Indeed.. And I’ve also seen plenty of other really dumb things.. Recently at my place I found the following around line 300 in a perl script of 1200 lines..
database_port = 3306;
database_login = root;
database_password = ;
All I could say is FACEPALM. First, these should be in a config file. Second, this file was committed to SVN for over 7 years. Third, the RPM package contained these creds.
Tl;Dr. DevOps engineer looking for work with a more modern codebase, with even a minimal amount of code review…
I wonder who that author mentioned is?
Probably Yashavant Kanetkar.
Some of the easiest fixes are simply not having operators like ++. Or banning them from your style guide. The “cleanest” usage of that can be replaced by += 1, and the statement can’t be composed, limiting the silliness.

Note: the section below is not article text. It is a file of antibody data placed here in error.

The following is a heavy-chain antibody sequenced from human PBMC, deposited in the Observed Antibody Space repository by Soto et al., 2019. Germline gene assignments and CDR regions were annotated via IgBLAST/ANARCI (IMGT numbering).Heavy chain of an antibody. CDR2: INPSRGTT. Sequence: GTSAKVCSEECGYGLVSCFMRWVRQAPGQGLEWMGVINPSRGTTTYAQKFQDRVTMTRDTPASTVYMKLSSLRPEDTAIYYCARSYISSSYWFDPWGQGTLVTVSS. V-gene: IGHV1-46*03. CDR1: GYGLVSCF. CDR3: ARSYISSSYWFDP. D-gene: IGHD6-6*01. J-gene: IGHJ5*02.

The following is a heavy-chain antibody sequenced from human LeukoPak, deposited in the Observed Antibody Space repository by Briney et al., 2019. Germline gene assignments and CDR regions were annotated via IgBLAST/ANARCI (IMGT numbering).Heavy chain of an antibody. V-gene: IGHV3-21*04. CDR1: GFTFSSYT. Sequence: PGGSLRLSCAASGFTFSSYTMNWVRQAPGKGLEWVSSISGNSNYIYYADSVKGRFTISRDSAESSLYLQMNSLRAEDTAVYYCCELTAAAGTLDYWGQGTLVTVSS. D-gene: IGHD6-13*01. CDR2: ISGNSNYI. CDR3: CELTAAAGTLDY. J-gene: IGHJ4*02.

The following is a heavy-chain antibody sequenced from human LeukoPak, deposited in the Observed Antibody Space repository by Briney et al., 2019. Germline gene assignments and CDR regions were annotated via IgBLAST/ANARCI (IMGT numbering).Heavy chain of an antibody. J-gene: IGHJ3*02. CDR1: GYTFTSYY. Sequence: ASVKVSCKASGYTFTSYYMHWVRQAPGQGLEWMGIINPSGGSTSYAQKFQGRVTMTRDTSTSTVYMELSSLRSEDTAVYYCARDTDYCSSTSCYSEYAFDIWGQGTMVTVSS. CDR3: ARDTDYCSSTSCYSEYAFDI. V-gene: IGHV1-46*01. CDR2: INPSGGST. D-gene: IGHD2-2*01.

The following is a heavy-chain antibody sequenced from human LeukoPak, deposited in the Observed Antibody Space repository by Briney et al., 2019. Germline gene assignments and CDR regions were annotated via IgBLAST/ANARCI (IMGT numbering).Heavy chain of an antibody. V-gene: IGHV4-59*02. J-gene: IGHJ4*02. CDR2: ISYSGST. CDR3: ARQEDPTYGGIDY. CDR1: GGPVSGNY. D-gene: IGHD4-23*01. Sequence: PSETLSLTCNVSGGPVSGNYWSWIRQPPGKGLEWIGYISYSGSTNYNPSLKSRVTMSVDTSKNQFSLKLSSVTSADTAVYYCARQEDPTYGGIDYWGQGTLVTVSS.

Another decent win is probably not having the assignment operator return its value. x = y = z = 0 might suffer a bit, but it’s a price to pay to destroy messy code.
x = y = z = 0
I’m a fan of “everything is an expression”, but it doesn’t mesh well with stateful languages. Better to cut the root.
FWIW, Clang emits a warning for multiple modifications with no sequence point in-between, and unsequenced modification + access, like the examples in the post.
Considering people write things where correct usage requires 10 or 20 lines of method calls in the exact order, and think this is good programming, I’m going to go with “yes” here.
I think the reason why this kind of code manifests, and all of the complicated, rube-goldbergian gegaws that get hacked together is because programmers like to think that they’re clever. Slap together an unexpected combination of operators in a multifold side-effect having statement? You’ve gotta be pretty clever to do that, pretty clever to understand it, and even more clever to change it later.
May the programming gods save us from the clever programmers.